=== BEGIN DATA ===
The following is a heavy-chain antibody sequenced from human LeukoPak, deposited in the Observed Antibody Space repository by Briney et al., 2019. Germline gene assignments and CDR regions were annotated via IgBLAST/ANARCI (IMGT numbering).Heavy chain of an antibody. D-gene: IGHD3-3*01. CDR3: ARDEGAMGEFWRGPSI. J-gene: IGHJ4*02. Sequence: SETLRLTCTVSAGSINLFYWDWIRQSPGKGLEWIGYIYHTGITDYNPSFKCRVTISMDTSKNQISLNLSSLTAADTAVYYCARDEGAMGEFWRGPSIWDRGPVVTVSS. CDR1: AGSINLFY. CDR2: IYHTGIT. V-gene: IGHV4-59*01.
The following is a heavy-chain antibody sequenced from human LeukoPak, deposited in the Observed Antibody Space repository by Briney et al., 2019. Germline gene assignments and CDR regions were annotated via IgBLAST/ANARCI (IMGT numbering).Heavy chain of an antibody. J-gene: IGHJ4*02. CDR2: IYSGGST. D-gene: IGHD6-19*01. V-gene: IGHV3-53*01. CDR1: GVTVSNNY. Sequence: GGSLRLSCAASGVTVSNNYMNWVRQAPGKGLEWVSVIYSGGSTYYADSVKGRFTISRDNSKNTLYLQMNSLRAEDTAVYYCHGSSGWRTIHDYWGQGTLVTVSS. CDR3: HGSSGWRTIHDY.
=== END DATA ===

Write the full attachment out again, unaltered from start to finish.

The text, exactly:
The following is a heavy-chain antibody sequenced from human LeukoPak, deposited in the Observed Antibody Space repository by Briney et al., 2019. Germline gene assignments and CDR regions were annotated via IgBLAST/ANARCI (IMGT numbering).Heavy chain of an antibody. D-gene: IGHD3-3*01. CDR3: ARDEGAMGEFWRGPSI. J-gene: IGHJ4*02. Sequence: SETLRLTCTVSAGSINLFYWDWIRQSPGKGLEWIGYIYHTGITDYNPSFKCRVTISMDTSKNQISLNLSSLTAADTAVYYCARDEGAMGEFWRGPSIWDRGPVVTVSS. CDR1: AGSINLFY. CDR2: IYHTGIT. V-gene: IGHV4-59*01.
The following is a heavy-chain antibody sequenced from human LeukoPak, deposited in the Observed Antibody Space repository by Briney et al., 2019. Germline gene assignments and CDR regions were annotated via IgBLAST/ANARCI (IMGT numbering).Heavy chain of an antibody. J-gene: IGHJ4*02. CDR2: IYSGGST. D-gene: IGHD6-19*01. V-gene: IGHV3-53*01. CDR1: GVTVSNNY. Sequence: GGSLRLSCAASGVTVSNNYMNWVRQAPGKGLEWVSVIYSGGSTYYADSVKGRFTISRDNSKNTLYLQMNSLRAEDTAVYYCHGSSGWRTIHDYWGQGTLVTVSS. CDR3: HGSSGWRTIHDY.